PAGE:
The Bock’s Office: ‘Collateral Beauty’ has sadness to spare, not much story | CraigDailyPress.com
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The Bock’s Office: ‘Collateral Beauty’ has sadness to spare, not much story

Howard (Will Smith) is confronted by a woman claiming to be Death (Helen Mirren) in "Collateral Beauty." The movie is about a man grieving the loss of her daughter as his friends and business associates undertake unusual methods to help him.
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If you go...

“Collateral Beauty,” rated PG-13

Rating: 2 out of 4 stars

Running time: 96 minutes

Starring: Will Smith, Edward Norton, Keira Knightley and Helen Mirren

Now playing at Wildhorse Stadium Cinemas.

Would “A Christmas Carol” have the same kind of emotional impact if it turned out Bob Cratchit was behind the whole thing to force Ebenezer Scrooge to be a better person? There might be better ways to get a day off and a raise, but resurrecting the ghost of Jacob Marley for your own selfish purposes would still be more acceptable than the actions of “Collateral Beauty.”

If you go…

“Collateral Beauty,” rated PG-13

Rating: 2 out of 4 stars

Running time: 96 minutes

Starring: Will Smith, Edward Norton, Keira Knightley and Helen Mirren

Now playing at Wildhorse Stadium Cinemas.

Howard Inlet (Will Smith) used to live with purpose — the founder of a successful advertising firm, a loving husband and father and an altogether great friend.

That was before the before the death of his 6-year-old daughter.

Now, two years later, Howard is divorced, barely able to communicate, and his business is on the brink of collapse.

As much as his partners (Edward Norton, Kate Winslet, Michael Peña) can appreciate his need to grieve, his inability to function is about to destroy their entire company.

The only choice they see to stay afloat is for a buy-out from a larger business, though Howard’s control of company stock makes that unlikely.

In order to subvert Howard, his associates decide on an unorthodox method to get what they need — they hire a troupe of actors (Keira Knightley, Jacob Latimore, Helen Mirren) to portray Love, Time and Death and interact with Howard under the guise of being sent by the universe in his time of need.

Best-case scenario: the experience will rouse him out of his funk and get him back to the man he once was.

Worst-case: they can use footage of the encounters to declare their boss mentally unfit.

Smith keeps jumping into heavy dramatic roles, and it’s not that he isn’t convincing enough as a broken person, it’s that his usual charismatic self always shines through too much.

An opening scene of Howard boldly speaking of love, time and death as the guiding elements of his business — Surely there must be some other parts of the ad game? — is the Fresh Prince we know and adore, and it sets an expectation from there, making it so it’s too much to accept that this is the same guy who rides his bike through New York traffic, no longer caring if he lives and spends the rest of his time lurking around outside parental mourning meetings.

His habit of setting up elaborate domino displays, then knocking them down without watching? Not sure if that’s supposed to be a coping mechanism to both create and destruct to express rage or just a way to pass the time, but it gets old quickly.

It’s not hard to understand his colleagues as you learn all their trials. Winslet’s Claire is fearing that her career will go up in smoke after giving up her personal life, while Peña’s Simon is hiding a terminal illness from his friends and family and only wants to be able to leave a nest egg for his loved ones.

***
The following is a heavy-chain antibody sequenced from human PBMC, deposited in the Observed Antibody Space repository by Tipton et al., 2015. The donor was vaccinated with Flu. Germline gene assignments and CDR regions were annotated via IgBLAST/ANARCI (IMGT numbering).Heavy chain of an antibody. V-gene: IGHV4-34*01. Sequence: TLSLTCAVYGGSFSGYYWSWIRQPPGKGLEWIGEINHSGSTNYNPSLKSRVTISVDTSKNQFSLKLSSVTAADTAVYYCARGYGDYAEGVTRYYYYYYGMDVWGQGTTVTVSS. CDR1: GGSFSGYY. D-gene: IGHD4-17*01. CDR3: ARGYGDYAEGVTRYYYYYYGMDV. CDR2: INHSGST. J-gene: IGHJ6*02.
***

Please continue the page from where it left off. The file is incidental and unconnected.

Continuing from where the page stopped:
Norton’s Whit, on the other hand, is a hard sell. His life mirrors Howard’s in that he is no longer with his wife and daughter, but his divorce is due to an affair and his kid (Kylie Rogers) simply won’t talk to him because she hates him.

Well, at least he’s good to his senile mother (Mary Beth Peil).

Enter the thespians, who suddenly appear just when this trio needs an answer to save their jobs and could use a friendly ear or two for their own problems.

You can use the rationalization that this is just a movie, but anyone who pulled an unforgivable stunt like the one against Howard would not only be friendless, they’d also eventually be in jail. It’s far too much to swallow that good intentions are enough to justify anyone resorting to this kind of manipulation, no matter the circumstances.

The horrific premise and saccharine script notwithstanding, the high-quality cast almost makes you believe these are real people trying to make do with the hand they’re dealt by life.

It’s Howard’s individual journey and search for meaning that makes or breaks the film, and it’s one that just can’t appeal to everyone, even though his mindset is implied to be one with which we can all empathize.

No.

We can all sympathize, but only a select few who have had that monumental tragedy happen can truly appreciate it, and any story about a parent grieving for a lost child needs to tread lightly for that exact reason. Perhaps Smith’s performance will touch your heart for the right reason, but that seems about as probable as someone desperate enough to believe in a stranger who claims to be a personification of an abstract concept.

The title of “Collateral Beauty” comes from the idea that even at its worst moments, there is still so much wonder in the grand picture of this thing we call life. That may be true, but the makers of this movie didn’t need to test that theory by putting so much ugliness front and center.

Point made and disregarded.

Contact Andy Bockelman at 970-875-1793 or Contact Andy Bockelman at 970-875-1793 or abockelman@CraigDailyPress.com or follow him on Twitter @TheBocksOffice.Contact Andy Bockelman at 970-875-1793 or abockelman@CraigDailyPress.com or follow him on Twitter @TheBocksOffice.


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